Let’s redouble our efforts to protect Norfolk’s countryside

PUBLISHED: 07:04 07 February 2018 | UPDATED: 08:39 07 February 2018

We must do more to protect Norfolk's precious countryside from a flood of bricks and concrete, says Chris Dady.

We must do more to protect Norfolk's precious countryside from a flood of bricks and concrete, says Chris Dady.


We need to protect our countrsyide from planning loopholes, says Chris Dady, chairman of rural campaign group CPRE Norfolk.

Sometimes we face issues that we can only deal with collectively. The impact of some government policies are not on the radar of our MPs and councillors, and change will only happen when they realise we want changes made.

Housing is one such issue. Protection for our countryside is another. It is not often that we can deal with two such important issues at once.

Many people are being priced out of their own towns and villages. Young people are forced to live at home or forced into accommodation at exorbitant rents. Older people seeking more manageable accommodation in their local area cannot find any availability. We need to work collectively to send a message that we need to see changes made now to policies that are damaging Norfolk and its communities.

Many complex issues have led to the situation we find ourselves in, and the Government is looking at how they can be dealt with. The 25-year environment plan, new agricultural policies post-Brexit, a review of planning policy and measures that would prevent landowners not developing land allocated for housing in the hope of even higher future profits are all on the agenda. This is all to be welcomed, but these are still only at the talking stage, and in the meantime the Government is unnecessarily pressing ahead with damaging plans that are not addressing the issues.

At a Government level the Campaign to Protect Rural England is pressing for early decisions and a hiatus on existing work until new policies are agreed. At a local level the Norfolk branch of the Campaign to Protect Rural England is looking at how councils can meet their legal obligations whilst at the same time mitigating against further damage to our landscapes and communities.

One such measure is that councils do not allocate any more greenfield land for development in the plans they are currently drawing up, to encourage development on existing allocated sites. The evidence is that allocating more land has not increased delivery of new homes at all, in any category, so such a move will not reduce development. However, allocation of more land through higher targets will enable developers to win permissions on inappropriate sites against communities’ wishes through a planning loophole known as the ‘five-year supply rule’.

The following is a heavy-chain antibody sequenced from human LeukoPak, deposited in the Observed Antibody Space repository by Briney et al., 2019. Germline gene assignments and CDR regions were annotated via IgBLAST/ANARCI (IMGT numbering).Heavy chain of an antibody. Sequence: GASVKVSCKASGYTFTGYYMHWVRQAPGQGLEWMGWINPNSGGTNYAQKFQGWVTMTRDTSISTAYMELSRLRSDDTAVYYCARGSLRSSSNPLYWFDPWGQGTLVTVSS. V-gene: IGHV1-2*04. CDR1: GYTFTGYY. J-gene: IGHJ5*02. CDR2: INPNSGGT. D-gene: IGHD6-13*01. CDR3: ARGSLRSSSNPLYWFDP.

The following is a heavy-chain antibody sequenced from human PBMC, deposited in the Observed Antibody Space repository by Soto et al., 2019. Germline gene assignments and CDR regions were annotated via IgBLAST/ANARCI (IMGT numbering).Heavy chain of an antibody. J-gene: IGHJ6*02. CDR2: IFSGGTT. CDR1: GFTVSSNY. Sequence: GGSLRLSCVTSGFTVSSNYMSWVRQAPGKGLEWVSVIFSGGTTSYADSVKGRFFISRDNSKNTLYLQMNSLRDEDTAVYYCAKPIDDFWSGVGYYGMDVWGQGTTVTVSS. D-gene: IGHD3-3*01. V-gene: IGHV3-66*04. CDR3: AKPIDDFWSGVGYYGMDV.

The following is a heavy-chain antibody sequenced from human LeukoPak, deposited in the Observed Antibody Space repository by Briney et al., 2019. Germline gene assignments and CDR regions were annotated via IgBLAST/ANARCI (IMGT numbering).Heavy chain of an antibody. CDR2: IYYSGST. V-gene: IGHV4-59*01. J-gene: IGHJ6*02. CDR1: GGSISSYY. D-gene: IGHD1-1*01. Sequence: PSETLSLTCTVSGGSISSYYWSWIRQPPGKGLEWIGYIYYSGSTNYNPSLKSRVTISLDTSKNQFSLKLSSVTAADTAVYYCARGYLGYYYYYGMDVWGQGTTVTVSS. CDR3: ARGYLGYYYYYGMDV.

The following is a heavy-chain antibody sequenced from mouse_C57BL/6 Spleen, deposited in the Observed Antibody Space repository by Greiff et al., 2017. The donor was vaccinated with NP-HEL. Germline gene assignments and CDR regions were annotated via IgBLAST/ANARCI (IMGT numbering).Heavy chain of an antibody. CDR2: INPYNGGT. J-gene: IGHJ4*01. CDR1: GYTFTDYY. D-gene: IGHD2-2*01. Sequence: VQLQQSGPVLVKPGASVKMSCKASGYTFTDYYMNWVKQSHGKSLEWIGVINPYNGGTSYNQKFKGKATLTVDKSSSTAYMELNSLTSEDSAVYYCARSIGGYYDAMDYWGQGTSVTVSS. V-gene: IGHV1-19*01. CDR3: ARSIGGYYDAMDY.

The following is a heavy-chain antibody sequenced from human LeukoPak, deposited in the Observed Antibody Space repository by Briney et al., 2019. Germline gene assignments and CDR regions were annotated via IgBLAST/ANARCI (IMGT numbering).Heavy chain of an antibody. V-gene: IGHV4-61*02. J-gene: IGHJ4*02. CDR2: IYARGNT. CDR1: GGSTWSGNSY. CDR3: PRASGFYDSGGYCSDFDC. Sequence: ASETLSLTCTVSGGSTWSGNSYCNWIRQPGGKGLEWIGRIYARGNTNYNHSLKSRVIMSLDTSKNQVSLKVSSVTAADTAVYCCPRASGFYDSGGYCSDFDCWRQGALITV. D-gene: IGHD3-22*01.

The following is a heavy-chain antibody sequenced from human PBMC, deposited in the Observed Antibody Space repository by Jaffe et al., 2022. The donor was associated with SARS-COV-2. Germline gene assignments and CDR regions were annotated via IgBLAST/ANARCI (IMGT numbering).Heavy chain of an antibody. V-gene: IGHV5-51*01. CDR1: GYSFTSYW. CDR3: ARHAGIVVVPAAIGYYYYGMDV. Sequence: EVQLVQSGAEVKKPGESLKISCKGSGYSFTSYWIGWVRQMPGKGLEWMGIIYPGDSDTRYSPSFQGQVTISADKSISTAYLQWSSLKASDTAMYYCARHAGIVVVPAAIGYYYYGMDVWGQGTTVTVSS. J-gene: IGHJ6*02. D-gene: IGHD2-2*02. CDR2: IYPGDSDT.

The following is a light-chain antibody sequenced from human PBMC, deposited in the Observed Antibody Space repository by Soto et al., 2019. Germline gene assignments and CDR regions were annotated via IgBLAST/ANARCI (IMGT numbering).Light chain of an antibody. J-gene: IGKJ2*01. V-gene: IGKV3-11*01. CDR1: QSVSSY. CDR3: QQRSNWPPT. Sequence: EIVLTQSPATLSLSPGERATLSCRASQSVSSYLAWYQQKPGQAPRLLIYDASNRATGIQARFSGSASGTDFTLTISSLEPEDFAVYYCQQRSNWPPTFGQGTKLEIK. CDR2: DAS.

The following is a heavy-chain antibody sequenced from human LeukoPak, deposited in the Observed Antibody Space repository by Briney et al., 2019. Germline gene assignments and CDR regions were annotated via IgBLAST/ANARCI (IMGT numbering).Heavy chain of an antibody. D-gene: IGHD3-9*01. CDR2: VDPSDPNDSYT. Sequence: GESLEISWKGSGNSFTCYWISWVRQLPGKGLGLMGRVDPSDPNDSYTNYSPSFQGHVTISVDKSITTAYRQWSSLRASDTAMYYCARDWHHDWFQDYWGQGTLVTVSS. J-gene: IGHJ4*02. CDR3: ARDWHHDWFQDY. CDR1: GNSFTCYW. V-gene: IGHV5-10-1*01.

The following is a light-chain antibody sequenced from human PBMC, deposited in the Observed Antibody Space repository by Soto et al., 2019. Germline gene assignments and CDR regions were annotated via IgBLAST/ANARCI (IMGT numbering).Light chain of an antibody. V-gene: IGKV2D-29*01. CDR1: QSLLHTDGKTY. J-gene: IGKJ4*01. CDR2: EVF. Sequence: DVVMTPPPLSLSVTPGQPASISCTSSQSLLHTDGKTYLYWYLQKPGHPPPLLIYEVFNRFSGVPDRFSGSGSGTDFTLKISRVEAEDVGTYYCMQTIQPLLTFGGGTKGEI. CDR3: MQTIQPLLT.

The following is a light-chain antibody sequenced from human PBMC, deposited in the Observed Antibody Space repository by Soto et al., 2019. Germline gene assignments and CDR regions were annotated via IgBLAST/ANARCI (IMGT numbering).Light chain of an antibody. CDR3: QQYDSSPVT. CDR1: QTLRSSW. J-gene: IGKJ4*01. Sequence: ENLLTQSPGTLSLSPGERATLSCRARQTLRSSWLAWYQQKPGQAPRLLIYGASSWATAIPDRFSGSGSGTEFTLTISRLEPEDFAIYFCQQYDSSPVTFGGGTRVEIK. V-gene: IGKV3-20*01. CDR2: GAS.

We have already had much support from Norfolk’s parish councils, over a quarter of which have signed up to our pledge ‘no more land released for development until existing sites built’. This does not prevent communities through Neighbourhood plans seeking local schemes to address their own community needs. Even if councils cannot by law not continue to make these new plans, they can put all new sites into a future phase, not to be released for development until the existing land supply is all but used up.

Councils can fight harder for their communities as well. Building on two previously-developed vacant sites near the centre of King’s Lynn instead of allowing a new development on open farmland is one example. Refusing to negotiate the ratio of affordable housing on sites seeking outline planning consent is another way to be able to assert stronger control when the full application is made. Pressing hard to stop the Government implementing a proposal to change targets based on the ratio of house prices to wages, which seems sensible until you realise it increases land allocations in North Norfolk whilst reducing them in, for instance, Great Yarmouth which is equally in need. The evidence is that in neither case any change to the rate of provision of affordable homes will be achieved, but even more greenfield land in North Norfolk will become blighted.

The situation is complex, and its effects are being keenly felt. EDP columnist Keith Skipper is often able to put his finger on the issues which CPRE’s campaigns are seeking to address. The Green Party in Norwich have launched a petition to seek some common sense in the way new housing is being allocated. Some MPs have expressed their frustration. Support to the CPRE Norfolk campaign is another way to start to bring a beneficial change to the future of Norfolk.

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